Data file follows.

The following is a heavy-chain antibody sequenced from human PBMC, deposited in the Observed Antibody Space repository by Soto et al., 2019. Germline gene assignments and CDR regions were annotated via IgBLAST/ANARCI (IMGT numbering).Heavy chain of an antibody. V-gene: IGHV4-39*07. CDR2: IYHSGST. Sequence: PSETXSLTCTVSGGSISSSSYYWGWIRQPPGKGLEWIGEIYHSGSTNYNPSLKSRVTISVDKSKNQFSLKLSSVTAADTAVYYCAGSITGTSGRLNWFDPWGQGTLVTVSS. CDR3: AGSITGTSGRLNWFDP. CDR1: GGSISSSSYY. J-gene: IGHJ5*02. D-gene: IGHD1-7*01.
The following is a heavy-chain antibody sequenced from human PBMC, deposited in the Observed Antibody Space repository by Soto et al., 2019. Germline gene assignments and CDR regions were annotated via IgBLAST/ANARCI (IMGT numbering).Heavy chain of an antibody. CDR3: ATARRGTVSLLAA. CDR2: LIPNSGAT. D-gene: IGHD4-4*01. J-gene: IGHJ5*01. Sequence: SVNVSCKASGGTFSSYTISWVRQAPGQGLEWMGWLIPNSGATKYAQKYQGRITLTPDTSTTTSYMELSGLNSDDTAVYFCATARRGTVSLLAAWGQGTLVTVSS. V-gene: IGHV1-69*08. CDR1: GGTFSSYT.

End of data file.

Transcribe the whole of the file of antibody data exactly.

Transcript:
The following is a heavy-chain antibody sequenced from human PBMC, deposited in the Observed Antibody Space repository by Soto et al., 2019. Germline gene assignments and CDR regions were annotated via IgBLAST/ANARCI (IMGT numbering).Heavy chain of an antibody. V-gene: IGHV4-39*07. CDR2: IYHSGST. Sequence: PSETXSLTCTVSGGSISSSSYYWGWIRQPPGKGLEWIGEIYHSGSTNYNPSLKSRVTISVDKSKNQFSLKLSSVTAADTAVYYCAGSITGTSGRLNWFDPWGQGTLVTVSS. CDR3: AGSITGTSGRLNWFDP. CDR1: GGSISSSSYY. J-gene: IGHJ5*02. D-gene: IGHD1-7*01.
The following is a heavy-chain antibody sequenced from human PBMC, deposited in the Observed Antibody Space repository by Soto et al., 2019. Germline gene assignments and CDR regions were annotated via IgBLAST/ANARCI (IMGT numbering).Heavy chain of an antibody. CDR3: ATARRGTVSLLAA. CDR2: LIPNSGAT. D-gene: IGHD4-4*01. J-gene: IGHJ5*01. Sequence: SVNVSCKASGGTFSSYTISWVRQAPGQGLEWMGWLIPNSGATKYAQKYQGRITLTPDTSTTTSYMELSGLNSDDTAVYFCATARRGTVSLLAAWGQGTLVTVSS. V-gene: IGHV1-69*08. CDR1: GGTFSSYT.